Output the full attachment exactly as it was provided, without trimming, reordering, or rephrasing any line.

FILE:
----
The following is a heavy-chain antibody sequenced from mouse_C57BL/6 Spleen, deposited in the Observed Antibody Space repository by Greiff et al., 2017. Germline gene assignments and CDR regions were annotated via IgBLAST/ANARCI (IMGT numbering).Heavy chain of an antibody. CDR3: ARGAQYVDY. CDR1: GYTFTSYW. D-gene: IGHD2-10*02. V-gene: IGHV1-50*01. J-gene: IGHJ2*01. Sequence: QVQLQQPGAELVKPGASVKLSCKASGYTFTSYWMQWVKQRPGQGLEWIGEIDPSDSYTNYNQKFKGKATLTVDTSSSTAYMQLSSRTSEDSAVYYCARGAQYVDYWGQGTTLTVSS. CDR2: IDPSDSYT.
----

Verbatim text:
The following is a heavy-chain antibody sequenced from mouse_C57BL/6 Spleen, deposited in the Observed Antibody Space repository by Greiff et al., 2017. Germline gene assignments and CDR regions were annotated via IgBLAST/ANARCI (IMGT numbering).Heavy chain of an antibody. CDR3: ARGAQYVDY. CDR1: GYTFTSYW. D-gene: IGHD2-10*02. V-gene: IGHV1-50*01. J-gene: IGHJ2*01. Sequence: QVQLQQPGAELVKPGASVKLSCKASGYTFTSYWMQWVKQRPGQGLEWIGEIDPSDSYTNYNQKFKGKATLTVDTSSSTAYMQLSSRTSEDSAVYYCARGAQYVDYWGQGTTLTVSS. CDR2: IDPSDSYT.